Popiah is also known as baobing (薄餅). It is essentially a roll, a little like a vietnamese summer roll. But unlike a summer roll, it doesn’t use rice paper. It is a soft thin skin made from wheat flour and the method for making the skin itself is quite fascinating – a ball of dough is held in one hand and then quickly rubbed against the hot griddle to leave a thin skin which is then peeled off after it is cooked. The thin skin means that a damp cloth is used to cover the skin when making popiah. The best way popiah is the ones you make yourself (at least that’s what I think) because you can put whatever ingredients you like, as much sweet sauce and chili as you prefer. It’s actually quite a healthy meal as there is a lot of vegetables, like the cooked jicama filling, the fresh lettuce leaves, beansprouts, cilantro, carrots. If you leave out the lupcheong or Chinese sausage, it’s even healthier as the proteins are boiled shrimp, egg and tofu.

Here is a recipe

 

#AtoZChallenge – O is for Orhnee

For the A TO Z CHALLENGE, I’m blogging for 26 days in April (except Sundays) based on the alphabet, and my theme is #foodiefiction, inspired mostly by the foods of Singapore. 

 

O is for Orh Nee 潮式芋泥

Mei always had food on her mind. Even at the most inconvenient of moments like this one, knee-deep in clay-like mud. The gloop sucked at her bare feet, as if trying to draw her down, pull her deep down underground. She almost wished it would, at least it would explain how her wedding ring was somewhere underneath it all. Her hands fished around in the warm grey mud. She knew it was hopeless. But was she talking about her bid to find her ring or her marriage itself?

As she took a break to straighten her aching back and stretch her arms up and back, the dripping grey gloop brought to mind the last time she had her late grandmother’s orhnee or taro paste.

Mei’s cousin had recently gotten married – on an empty windswept beach in Oregon. She had attended the wedding, one of the few relatives to do so. It had been a party of only about 25, most of whom were the bride’s family from Oregon. They had shivered on the beach, the wind strewing petals from the bride’s bouquet, her veil billowing around her dramatically as the sun began to set. It was quite unforgettable and Mei later had had to recount the ceremony for all the many Singapore relatives who had not made it halfway across the world, and several times for her grandmother who adored weddings, who always attended them although she needed help walking and couldn’t sit upright for long anymore.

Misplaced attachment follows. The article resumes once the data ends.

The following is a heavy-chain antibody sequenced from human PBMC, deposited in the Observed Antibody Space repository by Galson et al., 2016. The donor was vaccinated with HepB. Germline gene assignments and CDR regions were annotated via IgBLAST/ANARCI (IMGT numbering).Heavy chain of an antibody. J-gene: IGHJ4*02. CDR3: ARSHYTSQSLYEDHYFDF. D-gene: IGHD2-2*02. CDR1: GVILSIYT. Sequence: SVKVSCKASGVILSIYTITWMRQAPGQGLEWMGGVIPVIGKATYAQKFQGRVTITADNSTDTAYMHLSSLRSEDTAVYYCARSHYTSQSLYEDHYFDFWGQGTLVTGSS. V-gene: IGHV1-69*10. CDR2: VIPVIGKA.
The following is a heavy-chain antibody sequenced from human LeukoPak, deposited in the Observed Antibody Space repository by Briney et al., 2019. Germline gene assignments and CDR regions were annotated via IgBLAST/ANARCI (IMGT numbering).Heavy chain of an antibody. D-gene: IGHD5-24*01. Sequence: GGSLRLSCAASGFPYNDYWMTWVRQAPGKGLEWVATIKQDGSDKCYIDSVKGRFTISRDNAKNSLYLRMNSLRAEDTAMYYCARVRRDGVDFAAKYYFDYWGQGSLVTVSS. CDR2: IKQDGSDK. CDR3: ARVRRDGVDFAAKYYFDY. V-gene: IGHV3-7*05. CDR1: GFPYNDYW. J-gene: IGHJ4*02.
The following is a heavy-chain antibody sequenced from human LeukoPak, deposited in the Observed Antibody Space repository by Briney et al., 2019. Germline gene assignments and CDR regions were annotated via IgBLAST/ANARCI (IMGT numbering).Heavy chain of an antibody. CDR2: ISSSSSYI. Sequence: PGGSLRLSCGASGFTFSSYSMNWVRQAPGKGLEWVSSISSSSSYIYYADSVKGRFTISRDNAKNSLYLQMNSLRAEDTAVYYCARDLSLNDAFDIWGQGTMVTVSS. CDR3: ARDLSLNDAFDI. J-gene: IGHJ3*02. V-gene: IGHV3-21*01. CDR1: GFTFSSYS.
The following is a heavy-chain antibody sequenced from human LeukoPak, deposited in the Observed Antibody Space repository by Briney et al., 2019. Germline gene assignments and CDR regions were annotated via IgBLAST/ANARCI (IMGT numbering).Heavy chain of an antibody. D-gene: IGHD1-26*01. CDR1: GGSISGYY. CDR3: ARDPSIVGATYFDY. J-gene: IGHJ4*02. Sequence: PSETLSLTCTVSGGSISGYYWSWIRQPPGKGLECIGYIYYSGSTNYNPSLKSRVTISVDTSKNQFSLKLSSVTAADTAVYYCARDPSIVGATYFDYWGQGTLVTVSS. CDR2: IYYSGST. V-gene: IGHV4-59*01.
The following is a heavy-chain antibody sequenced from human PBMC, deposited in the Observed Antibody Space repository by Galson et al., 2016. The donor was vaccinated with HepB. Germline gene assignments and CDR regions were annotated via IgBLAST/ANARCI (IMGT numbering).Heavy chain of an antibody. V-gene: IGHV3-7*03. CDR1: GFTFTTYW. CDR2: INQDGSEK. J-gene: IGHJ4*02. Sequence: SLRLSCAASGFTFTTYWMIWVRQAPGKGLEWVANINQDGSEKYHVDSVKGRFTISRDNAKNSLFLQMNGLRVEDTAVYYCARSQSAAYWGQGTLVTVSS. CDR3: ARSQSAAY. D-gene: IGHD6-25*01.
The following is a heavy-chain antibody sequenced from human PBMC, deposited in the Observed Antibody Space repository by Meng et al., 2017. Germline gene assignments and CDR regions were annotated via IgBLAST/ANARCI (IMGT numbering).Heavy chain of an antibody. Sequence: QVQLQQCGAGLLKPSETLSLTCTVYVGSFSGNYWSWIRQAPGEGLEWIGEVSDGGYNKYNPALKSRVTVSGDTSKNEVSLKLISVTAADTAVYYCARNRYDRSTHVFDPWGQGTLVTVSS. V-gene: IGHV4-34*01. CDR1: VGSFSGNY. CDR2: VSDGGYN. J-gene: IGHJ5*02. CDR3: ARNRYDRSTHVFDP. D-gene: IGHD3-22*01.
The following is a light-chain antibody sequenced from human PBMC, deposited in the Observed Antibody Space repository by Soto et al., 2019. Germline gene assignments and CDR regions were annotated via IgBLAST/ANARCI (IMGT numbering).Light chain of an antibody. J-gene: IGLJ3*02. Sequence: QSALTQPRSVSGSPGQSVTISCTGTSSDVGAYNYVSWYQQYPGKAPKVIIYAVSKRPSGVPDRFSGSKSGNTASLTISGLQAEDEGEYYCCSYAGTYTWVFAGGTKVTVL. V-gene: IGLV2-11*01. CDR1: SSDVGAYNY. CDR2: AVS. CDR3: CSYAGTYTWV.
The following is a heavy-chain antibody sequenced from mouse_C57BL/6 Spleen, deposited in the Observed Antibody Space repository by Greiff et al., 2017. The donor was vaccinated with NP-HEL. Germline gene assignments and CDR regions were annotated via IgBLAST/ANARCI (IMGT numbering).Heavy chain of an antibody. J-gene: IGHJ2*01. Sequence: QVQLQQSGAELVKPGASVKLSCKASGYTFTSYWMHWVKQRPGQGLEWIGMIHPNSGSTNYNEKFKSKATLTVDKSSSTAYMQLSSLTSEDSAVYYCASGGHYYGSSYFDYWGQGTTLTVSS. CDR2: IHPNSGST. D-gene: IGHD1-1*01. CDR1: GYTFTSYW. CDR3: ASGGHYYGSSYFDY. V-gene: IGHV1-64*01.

Grandmother insisted on a celebration for the newlyweds when they visited Singapore, even though they had requested for just the tea ceremony to honour their elders. The family had catered some Teochew food for lunch but Grandmother had made orhnee as well. The purple-grey steamed and mashed taro paste was studded with gingko nuts and topped with bright pumpkin puree. It was a Teochew wedding tradition and she had wanted to make sure her grandson’s new wife tried it. Thankfully the bride had bravely tasted some of this foreign dessert, declared it was the best thing she had eaten so far in Singapore, and finished the whole bowl.

Mei had secretly been jealous of the happy couple. Of their youth and their bright eyes and their big smiles. Of the way they looked at each other, knowing that they had found the right one, their other half.

She had been tired of dating and searching and looking, of speed dating, of blind dating, of Tinder dating, and especially tired of the usual pitying looks from the relatives she saw each Chinese New Year because she was still single. Perhaps that was why she had jumped into her marriage with Mr Not-Right.

Grandmother had been too frail by then to make the orhnee for her wedding and they made do with the not-right hotel version. She wasn’t able to attend the tea ceremony at the hotel so Mei and Mr Not-Right held a tea ceremony just for Grandmother at her home. Mei wondered now if these were all signs she should have heeded.

Mei wished she could be eating Grandmother’s orhnee right now, instead of digging in orhnee-like gloop. What was she doing here? How did it all come to this?

An argument. An argument so bad that it made her storm out of the house, take a taxi to this place and fling her wedding ring in the grey mud. A fight that was months in the making, a slowly steaming mess of a marriage that should never have been made in the first place. She felt as bogged down as the mud she was standing in. She didn’t know what she was doing anymore. First she was flinging her wedding ring away, then she was dragging herself through the mud, in a desperate bid to get the ring back.

Why was being an adult so hard? Why couldn’t she go back to the carefree days of childhood when all that mattered was her toys, her books, her sneaking into the kitchen to snatch a forbidden bite of Grandmother’s orhnee?

She waded back onto dry land, sat down and stared at her mud-caked hands. They felt lighter and freer now, no longer bogged down by the wedding ring she didn’t want.

And what she did want, for now at least, was a bowl of orhnee.